ALBANY - Gov. Andrew Cuomo wants to amend the state constitution to protect abortion rights in New York if a conservative Supreme Court curtails them nationally.
Cuomo on Monday proposed installing Roe v. Wade rights into the state constitution, a measure intended to fortify a woman's ability to obtain an abortion in New York.
The Democratic governor unveiled his proposal at a rally near the state Capitol hosted by Family Planning Advocates, the lobbying arm of Planned Parenthood in New York.
His remarks came a day before President Donald Trump is scheduled to unveil his pick for a vacant seat on the Supreme Court, a decision pro-choice groups fear could precede the court re-considering Roe v. Wade.
"As they threaten this nation with a potential Supreme Court nomination that will reverse Roe v. Wade, I want them to know today: If that's what they do, we're going to protect Roe v. Wade in the state of New York," Cuomo said.
Pro-choice groups have for years pushed bills to bolster the state's abortion laws to match current federal rights granted under the Supreme Court's 1973 Roe v. Wade decision.
Those efforts have been blocked largely by Senate Republicans, who control a slim majority in the Legislature's upper chamber.
Cuomo's proposal Monday goes a step further by changing the state constitution, a move that would be much harder to overturn.
But approving a constitutional amendment is no easy lift in New York: Absent a constitutional convention, it requires approval from consecutively elected sessions of the Legislature, as well as a public referendum. The earliest that could happen is 2019.
New York voters will vote this year on whether to approve a constitutional convention, which would be a multi-year process to rewrite the state's constitution.
A spokesman for Senate Republicans did not immediately respond to a request for comment Monday afternoon.
Along with Senate Republicans, Cuomo's proposal is likely to be opposed by various pro-life groups, including the Catholic Church and New Yorkers for Constitutional Freedom, a Spencerport-based evangelical group that is active at the state Capitol.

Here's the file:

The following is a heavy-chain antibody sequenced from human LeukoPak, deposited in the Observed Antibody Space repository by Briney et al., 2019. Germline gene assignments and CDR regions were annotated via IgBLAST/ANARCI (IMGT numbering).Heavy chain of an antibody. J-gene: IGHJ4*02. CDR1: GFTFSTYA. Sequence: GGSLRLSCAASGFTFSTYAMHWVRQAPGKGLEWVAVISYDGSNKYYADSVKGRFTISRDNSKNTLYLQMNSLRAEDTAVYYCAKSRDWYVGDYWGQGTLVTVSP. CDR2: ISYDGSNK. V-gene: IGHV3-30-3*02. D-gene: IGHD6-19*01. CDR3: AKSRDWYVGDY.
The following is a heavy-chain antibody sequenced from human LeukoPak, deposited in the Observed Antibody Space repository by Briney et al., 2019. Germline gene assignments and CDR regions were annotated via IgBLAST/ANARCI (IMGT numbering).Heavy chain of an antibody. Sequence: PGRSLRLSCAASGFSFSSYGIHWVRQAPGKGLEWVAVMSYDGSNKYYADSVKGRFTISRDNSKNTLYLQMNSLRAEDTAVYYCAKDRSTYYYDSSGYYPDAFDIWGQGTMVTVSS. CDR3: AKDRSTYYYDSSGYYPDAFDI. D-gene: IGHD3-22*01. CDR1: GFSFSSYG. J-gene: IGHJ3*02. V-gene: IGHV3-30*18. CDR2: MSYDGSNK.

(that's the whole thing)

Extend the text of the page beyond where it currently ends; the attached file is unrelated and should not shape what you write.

Cheryl Calire is the Director of Pro-Life Activities for the Buffalo Diocese.
She was one of the four-hundred Western New Yorkers who went to Washington for Friday's March for Life.
"The march was actually very exhilarating this year. Primarily because it was the first time that we had a sitting administration Vice President Pence was there," said Calire.
In anticipation of the nation's highest court potentially revisiting Roe v. Wade, on Monday, Governor Andrew Cuomo proposed a state constitutional amendment protecting abortion rights.
"There really haven't been amendments in my lifetime that I can think of as to our state constitution," says attorney Paul Cambria.
Attorney and legal analyst Paul Cambria has argued several cases before the U.S. Supreme Court.
"I handled a case in our highest court which established the fact that under our state constitution, we can grant citizens greater rights and protections than are granted under our federal constitution. Not less, but greater. So here, if for example a Supreme Court pick by Trump decides to side with the group that wants to get rid of Roe versus Wade, our constitution could protect that privacy interest and protect abortion rights here," says Cambria.
Cambria says if there is a movement to overturn Roe v. Wade, that process would take several years.
Cuomo's proposal was applauded by Planned Parenthood, which said it would provide a safeguard against possible federal action.
"With a constitutional amendment, that right will be guaranteed by the state constitution, so that it cannot be stripped away, no matter what happens at the federal level.